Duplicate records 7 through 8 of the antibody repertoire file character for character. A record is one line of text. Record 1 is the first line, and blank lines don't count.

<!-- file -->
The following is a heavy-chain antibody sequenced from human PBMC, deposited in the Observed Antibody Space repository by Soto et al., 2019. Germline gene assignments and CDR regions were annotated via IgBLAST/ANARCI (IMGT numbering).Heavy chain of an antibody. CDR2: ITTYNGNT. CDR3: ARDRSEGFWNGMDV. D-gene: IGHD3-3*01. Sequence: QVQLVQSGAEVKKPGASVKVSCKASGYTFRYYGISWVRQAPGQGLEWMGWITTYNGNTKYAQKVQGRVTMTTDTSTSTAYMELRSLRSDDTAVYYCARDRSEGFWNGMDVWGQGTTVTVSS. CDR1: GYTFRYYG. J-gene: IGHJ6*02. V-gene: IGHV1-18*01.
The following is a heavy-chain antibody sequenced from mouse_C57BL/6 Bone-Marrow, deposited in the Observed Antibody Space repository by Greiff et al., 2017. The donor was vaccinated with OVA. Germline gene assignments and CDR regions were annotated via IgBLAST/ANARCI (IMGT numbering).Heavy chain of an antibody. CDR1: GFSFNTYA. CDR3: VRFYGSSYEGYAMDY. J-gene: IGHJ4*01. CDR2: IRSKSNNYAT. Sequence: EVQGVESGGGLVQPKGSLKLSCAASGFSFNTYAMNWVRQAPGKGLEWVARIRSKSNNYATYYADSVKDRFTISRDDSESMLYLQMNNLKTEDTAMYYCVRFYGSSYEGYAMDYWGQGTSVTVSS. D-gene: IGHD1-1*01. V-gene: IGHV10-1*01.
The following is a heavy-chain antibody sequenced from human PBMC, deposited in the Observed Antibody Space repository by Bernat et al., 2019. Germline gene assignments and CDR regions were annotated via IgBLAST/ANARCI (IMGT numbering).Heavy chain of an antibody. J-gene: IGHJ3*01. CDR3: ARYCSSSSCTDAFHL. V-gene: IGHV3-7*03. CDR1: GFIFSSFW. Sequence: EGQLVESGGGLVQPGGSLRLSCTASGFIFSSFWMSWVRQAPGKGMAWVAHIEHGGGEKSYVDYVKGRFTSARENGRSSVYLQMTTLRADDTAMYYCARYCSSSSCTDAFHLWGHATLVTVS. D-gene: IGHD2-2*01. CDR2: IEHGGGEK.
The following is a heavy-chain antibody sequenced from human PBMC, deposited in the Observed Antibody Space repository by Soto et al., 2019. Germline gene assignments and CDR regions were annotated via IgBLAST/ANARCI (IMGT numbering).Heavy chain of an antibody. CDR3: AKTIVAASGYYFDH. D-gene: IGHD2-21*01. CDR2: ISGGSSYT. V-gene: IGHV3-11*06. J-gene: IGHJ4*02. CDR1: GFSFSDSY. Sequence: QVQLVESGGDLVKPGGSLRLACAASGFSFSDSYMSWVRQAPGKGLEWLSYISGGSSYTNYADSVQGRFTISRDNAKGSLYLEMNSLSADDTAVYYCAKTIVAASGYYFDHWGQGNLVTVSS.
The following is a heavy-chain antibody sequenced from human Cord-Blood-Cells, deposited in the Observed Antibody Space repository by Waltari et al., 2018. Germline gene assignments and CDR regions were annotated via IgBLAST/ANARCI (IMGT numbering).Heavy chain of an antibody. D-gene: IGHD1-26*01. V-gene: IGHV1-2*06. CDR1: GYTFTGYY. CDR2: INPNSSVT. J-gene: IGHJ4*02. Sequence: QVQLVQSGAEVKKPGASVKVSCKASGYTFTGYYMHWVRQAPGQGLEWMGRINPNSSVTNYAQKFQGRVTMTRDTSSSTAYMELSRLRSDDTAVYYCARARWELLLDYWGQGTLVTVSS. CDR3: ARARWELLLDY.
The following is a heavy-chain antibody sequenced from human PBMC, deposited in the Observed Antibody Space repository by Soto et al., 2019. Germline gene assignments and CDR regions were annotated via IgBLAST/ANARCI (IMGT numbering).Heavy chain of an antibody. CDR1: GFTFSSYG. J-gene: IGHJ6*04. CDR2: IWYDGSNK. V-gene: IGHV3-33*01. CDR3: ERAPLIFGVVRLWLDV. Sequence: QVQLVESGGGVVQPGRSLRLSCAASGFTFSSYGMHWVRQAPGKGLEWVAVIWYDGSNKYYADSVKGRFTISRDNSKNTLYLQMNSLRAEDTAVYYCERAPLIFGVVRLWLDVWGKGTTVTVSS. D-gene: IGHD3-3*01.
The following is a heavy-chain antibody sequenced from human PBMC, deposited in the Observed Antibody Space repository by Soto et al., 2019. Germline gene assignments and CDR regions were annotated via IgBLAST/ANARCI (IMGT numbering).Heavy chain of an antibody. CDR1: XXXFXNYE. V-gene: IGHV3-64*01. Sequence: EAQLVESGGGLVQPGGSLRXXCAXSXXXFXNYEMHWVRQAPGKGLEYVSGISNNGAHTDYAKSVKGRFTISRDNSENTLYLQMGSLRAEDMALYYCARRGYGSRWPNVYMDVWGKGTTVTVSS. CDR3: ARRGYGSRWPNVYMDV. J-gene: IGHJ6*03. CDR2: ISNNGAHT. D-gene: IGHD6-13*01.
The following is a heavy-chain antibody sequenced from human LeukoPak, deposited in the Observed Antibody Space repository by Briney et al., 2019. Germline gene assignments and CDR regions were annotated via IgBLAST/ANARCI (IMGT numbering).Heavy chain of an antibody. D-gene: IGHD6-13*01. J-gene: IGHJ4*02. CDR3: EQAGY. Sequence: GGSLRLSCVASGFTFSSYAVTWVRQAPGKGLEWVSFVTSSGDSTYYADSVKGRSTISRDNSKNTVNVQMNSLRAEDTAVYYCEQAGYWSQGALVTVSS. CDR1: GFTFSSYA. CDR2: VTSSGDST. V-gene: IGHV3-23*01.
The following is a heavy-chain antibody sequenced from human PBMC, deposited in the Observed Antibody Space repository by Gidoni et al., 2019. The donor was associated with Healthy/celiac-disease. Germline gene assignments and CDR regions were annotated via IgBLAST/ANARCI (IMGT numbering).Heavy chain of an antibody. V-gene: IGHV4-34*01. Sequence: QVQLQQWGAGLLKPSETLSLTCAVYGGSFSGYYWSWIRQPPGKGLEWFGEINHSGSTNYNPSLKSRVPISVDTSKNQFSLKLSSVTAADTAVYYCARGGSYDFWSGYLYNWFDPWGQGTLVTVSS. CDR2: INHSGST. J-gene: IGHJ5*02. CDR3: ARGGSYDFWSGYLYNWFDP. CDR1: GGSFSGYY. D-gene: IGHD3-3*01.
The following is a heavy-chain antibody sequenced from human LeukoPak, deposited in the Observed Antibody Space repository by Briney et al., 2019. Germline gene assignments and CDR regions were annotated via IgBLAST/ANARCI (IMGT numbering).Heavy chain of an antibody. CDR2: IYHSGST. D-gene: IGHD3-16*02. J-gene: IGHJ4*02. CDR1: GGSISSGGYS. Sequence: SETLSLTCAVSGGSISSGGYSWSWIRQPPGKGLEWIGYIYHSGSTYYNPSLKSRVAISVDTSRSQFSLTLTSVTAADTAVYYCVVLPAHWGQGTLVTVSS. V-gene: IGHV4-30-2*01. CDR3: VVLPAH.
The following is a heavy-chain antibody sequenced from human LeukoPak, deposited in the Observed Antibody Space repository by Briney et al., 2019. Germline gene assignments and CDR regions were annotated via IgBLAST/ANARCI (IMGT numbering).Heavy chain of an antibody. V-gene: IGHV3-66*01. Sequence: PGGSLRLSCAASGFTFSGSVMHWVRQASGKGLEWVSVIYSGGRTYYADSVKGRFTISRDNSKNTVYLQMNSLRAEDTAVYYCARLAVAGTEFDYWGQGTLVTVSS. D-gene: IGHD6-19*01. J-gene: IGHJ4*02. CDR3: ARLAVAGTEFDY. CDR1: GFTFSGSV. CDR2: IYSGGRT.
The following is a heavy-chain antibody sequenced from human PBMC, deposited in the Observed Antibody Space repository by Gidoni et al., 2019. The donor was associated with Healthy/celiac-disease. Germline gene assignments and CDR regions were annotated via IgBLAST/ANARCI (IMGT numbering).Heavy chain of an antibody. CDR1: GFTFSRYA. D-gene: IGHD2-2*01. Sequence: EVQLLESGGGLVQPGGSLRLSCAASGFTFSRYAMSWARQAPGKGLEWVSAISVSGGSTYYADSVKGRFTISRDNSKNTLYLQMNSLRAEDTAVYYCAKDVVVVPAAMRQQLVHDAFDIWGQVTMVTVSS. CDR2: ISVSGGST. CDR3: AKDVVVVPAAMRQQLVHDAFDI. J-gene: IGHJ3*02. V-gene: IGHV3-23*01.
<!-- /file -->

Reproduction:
The following is a heavy-chain antibody sequenced from human PBMC, deposited in the Observed Antibody Space repository by Soto et al., 2019. Germline gene assignments and CDR regions were annotated via IgBLAST/ANARCI (IMGT numbering).Heavy chain of an antibody. CDR1: XXXFXNYE. V-gene: IGHV3-64*01. Sequence: EAQLVESGGGLVQPGGSLRXXCAXSXXXFXNYEMHWVRQAPGKGLEYVSGISNNGAHTDYAKSVKGRFTISRDNSENTLYLQMGSLRAEDMALYYCARRGYGSRWPNVYMDVWGKGTTVTVSS. CDR3: ARRGYGSRWPNVYMDV. J-gene: IGHJ6*03. CDR2: ISNNGAHT. D-gene: IGHD6-13*01.
The following is a heavy-chain antibody sequenced from human LeukoPak, deposited in the Observed Antibody Space repository by Briney et al., 2019. Germline gene assignments and CDR regions were annotated via IgBLAST/ANARCI (IMGT numbering).Heavy chain of an antibody. D-gene: IGHD6-13*01. J-gene: IGHJ4*02. CDR3: EQAGY. Sequence: GGSLRLSCVASGFTFSSYAVTWVRQAPGKGLEWVSFVTSSGDSTYYADSVKGRSTISRDNSKNTVNVQMNSLRAEDTAVYYCEQAGYWSQGALVTVSS. CDR1: GFTFSSYA. CDR2: VTSSGDST. V-gene: IGHV3-23*01.